These Stocks Will Help You Hedge Against Inflation


As reported on Thursday, the rate of inflation in February rose to a 40-year high, with the U.S. facing even higher levels as the Russian war on Ukraine continues. Prices for oil, wheat and other commodities impacted by the war have already risen to decade-highs, with many metals reaching levels not seen in years.

This high inflation poses risks to many consumer-related areas of the market, as spending is reduced in the face of rising prices. In addition, stocks with high growth continue to get pummeled as the future value of their earnings are reduced. For those seeking to reduce inflation risk, the best plan is to invest in companies that are increasing their dividends. In fact, the faster the dividend growth, the better, as studies show that these stocks will considerably outperform the broader markets.*

Subscribers to my MEM Edge Report have already been alerted to one such stocks, as oil producer Occidental (OXY) recently announced an increase to their dividend in late February. The stock has gained 68% since we added it to our buy list in early January on the heels of robust 4th quarter results. Below are other stocks not on our list for your consideration.


Eli Lilly (LLY) is an ideal candidate, as the well-known Pharmaceutical company has raised their dividend by 15.3% over the past 12 months. This is far higher than the 7.6% increase in inflation that was just reported.

The company has even more going for it, as they've been able to increase prices for their various drugs without any pushback while not seeing higher material costs to create these drugs. LLY is in an uptrend after breaking back above each of its moving averages as it moves closer to a base breakout at $284.


Aerospace/Defense company General Dynamics (GD) recently announced an increase in their dividend after releasing earnings that were above estimates earlier this year. The company is one of the top shipbuilding and land weapons providers and analysts are raising earnings estimates for next year, as they're well-positioned to capitalize on increased military needs in the face of Russia's attack on Ukraine.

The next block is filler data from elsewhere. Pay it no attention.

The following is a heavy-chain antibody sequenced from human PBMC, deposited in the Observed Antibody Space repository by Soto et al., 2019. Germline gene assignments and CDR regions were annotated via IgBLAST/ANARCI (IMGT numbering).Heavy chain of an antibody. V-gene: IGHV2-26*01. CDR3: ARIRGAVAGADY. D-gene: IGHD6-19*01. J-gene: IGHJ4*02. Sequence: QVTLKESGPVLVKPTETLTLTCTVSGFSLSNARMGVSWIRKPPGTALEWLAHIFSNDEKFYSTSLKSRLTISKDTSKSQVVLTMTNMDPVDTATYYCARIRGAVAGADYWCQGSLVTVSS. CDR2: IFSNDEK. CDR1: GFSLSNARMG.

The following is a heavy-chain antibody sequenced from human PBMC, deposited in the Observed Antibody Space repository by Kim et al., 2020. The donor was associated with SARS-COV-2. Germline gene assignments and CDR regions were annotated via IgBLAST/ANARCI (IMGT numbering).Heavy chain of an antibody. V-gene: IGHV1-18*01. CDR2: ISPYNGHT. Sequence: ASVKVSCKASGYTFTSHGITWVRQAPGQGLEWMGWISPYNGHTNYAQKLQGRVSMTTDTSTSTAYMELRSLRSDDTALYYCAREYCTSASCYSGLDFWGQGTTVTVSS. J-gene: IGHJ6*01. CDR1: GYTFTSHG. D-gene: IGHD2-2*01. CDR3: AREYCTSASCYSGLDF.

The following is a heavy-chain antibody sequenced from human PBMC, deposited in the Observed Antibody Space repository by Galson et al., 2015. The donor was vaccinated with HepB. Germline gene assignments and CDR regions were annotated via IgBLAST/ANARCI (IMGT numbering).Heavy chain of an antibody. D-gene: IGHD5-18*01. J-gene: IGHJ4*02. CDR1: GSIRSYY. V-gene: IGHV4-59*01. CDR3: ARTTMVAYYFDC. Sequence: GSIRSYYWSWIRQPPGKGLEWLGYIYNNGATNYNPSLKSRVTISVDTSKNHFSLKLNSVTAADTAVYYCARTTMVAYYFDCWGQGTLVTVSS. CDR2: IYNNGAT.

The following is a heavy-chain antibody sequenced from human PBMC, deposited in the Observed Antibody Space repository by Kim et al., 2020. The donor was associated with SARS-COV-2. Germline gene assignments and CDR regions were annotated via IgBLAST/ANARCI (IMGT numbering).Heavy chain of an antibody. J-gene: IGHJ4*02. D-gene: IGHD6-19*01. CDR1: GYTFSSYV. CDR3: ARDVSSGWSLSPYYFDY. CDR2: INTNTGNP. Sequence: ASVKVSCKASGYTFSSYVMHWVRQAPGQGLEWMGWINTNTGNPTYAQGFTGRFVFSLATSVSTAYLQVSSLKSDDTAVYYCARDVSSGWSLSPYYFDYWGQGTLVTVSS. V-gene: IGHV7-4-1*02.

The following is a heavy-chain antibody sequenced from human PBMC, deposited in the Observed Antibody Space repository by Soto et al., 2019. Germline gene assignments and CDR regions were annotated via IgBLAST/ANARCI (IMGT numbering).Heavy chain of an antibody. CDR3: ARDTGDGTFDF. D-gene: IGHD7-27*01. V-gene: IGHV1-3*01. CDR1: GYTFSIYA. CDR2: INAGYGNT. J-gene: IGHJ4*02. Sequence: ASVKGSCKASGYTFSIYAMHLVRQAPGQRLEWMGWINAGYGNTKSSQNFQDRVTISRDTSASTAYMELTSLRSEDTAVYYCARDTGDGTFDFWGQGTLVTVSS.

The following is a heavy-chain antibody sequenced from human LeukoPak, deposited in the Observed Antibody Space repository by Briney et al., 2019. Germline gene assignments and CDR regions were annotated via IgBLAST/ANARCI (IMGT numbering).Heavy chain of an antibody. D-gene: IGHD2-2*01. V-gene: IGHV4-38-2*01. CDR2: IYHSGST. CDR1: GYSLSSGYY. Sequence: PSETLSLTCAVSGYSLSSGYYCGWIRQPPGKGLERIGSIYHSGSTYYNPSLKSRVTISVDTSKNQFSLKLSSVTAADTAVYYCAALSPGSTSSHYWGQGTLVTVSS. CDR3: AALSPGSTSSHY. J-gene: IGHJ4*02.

GD is currently extended following its recent run-up; however, its 2.2% dividend coupled with a P/E that's 20x last year's earnings, make this stock a solid hedge given renewed demand for advanced weapons and technology systems. Look for a pullback to the $228 level as an entry point.

While the broader markets are in a downtrend, select stocks, such as those listed above, are expected to continue to outperform due to continued demand for their products, coupled with their attractive yields. Both of these stocks outperformed during the stagflation period of the late 1970s as well, as investors sought a hedge against high inflation.

It's been a difficult period for the markets, as intraday volatility remains high. There are areas of the market that have been able to withstand this, however, such as commodity stocks on our MEM Edge Report. If you'd like immediate access to these stocks as well as be alerted to broader market conditions, take a 4-week trial of my twice weekly report for a nominal fee. You can use this link here.

On this week's edition of StockCharts TV's The MEM Edge reviews the rotation that continues to take place as the markets grapple with inflation and rate hike fears. She also shares how to trade the pullback in stocks on the move.


Mary Ellen McGonagle, MEM Investment Research

Mary Ellen McGonagle
About the author: is a professional investing consultant and the president of MEM Investment Research. After eight years of working on Wall Street, Ms. McGonagle left to become a skilled stock analyst, working with William O’Neill in identifying healthy stocks with potential to take off. She has worked with clients that span the globe, including big names like Fidelity Asset Management, Morgan Stanley, Merrill Lynch and Oppenheimer. Learn More
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